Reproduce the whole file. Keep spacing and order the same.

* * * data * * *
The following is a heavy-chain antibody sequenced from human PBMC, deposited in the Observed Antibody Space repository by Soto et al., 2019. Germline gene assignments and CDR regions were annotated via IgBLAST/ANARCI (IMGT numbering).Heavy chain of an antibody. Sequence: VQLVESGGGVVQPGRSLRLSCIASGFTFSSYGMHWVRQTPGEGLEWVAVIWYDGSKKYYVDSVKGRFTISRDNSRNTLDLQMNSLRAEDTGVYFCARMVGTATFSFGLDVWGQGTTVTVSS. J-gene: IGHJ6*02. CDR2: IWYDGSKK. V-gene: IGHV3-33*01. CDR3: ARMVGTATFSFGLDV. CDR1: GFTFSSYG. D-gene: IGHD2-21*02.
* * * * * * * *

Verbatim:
The following is a heavy-chain antibody sequenced from human PBMC, deposited in the Observed Antibody Space repository by Soto et al., 2019. Germline gene assignments and CDR regions were annotated via IgBLAST/ANARCI (IMGT numbering).Heavy chain of an antibody. Sequence: VQLVESGGGVVQPGRSLRLSCIASGFTFSSYGMHWVRQTPGEGLEWVAVIWYDGSKKYYVDSVKGRFTISRDNSRNTLDLQMNSLRAEDTGVYFCARMVGTATFSFGLDVWGQGTTVTVSS. J-gene: IGHJ6*02. CDR2: IWYDGSKK. V-gene: IGHV3-33*01. CDR3: ARMVGTATFSFGLDV. CDR1: GFTFSSYG. D-gene: IGHD2-21*02.